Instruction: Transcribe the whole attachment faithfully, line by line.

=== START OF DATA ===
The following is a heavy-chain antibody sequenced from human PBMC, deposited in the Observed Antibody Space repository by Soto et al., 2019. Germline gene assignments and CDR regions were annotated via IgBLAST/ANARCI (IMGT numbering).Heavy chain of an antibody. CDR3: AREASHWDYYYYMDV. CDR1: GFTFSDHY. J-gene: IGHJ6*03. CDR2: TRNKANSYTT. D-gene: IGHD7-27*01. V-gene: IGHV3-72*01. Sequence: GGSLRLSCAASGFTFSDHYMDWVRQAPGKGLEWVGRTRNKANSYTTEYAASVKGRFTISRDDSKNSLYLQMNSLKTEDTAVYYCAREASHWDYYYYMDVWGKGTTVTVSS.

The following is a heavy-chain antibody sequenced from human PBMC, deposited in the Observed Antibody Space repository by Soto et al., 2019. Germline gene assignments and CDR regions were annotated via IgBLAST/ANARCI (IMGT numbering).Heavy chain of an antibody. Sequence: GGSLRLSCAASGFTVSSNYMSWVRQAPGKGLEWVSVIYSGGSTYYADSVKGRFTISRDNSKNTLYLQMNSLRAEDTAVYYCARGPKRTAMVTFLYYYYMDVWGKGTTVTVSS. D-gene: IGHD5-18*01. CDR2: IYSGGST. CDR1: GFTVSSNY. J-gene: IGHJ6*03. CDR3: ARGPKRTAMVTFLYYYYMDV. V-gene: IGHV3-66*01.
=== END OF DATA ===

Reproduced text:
The following is a heavy-chain antibody sequenced from human PBMC, deposited in the Observed Antibody Space repository by Soto et al., 2019. Germline gene assignments and CDR regions were annotated via IgBLAST/ANARCI (IMGT numbering).Heavy chain of an antibody. CDR3: AREASHWDYYYYMDV. CDR1: GFTFSDHY. J-gene: IGHJ6*03. CDR2: TRNKANSYTT. D-gene: IGHD7-27*01. V-gene: IGHV3-72*01. Sequence: GGSLRLSCAASGFTFSDHYMDWVRQAPGKGLEWVGRTRNKANSYTTEYAASVKGRFTISRDDSKNSLYLQMNSLKTEDTAVYYCAREASHWDYYYYMDVWGKGTTVTVSS.

The following is a heavy-chain antibody sequenced from human PBMC, deposited in the Observed Antibody Space repository by Soto et al., 2019. Germline gene assignments and CDR regions were annotated via IgBLAST/ANARCI (IMGT numbering).Heavy chain of an antibody. Sequence: GGSLRLSCAASGFTVSSNYMSWVRQAPGKGLEWVSVIYSGGSTYYADSVKGRFTISRDNSKNTLYLQMNSLRAEDTAVYYCARGPKRTAMVTFLYYYYMDVWGKGTTVTVSS. D-gene: IGHD5-18*01. CDR2: IYSGGST. CDR1: GFTVSSNY. J-gene: IGHJ6*03. CDR3: ARGPKRTAMVTFLYYYYMDV. V-gene: IGHV3-66*01.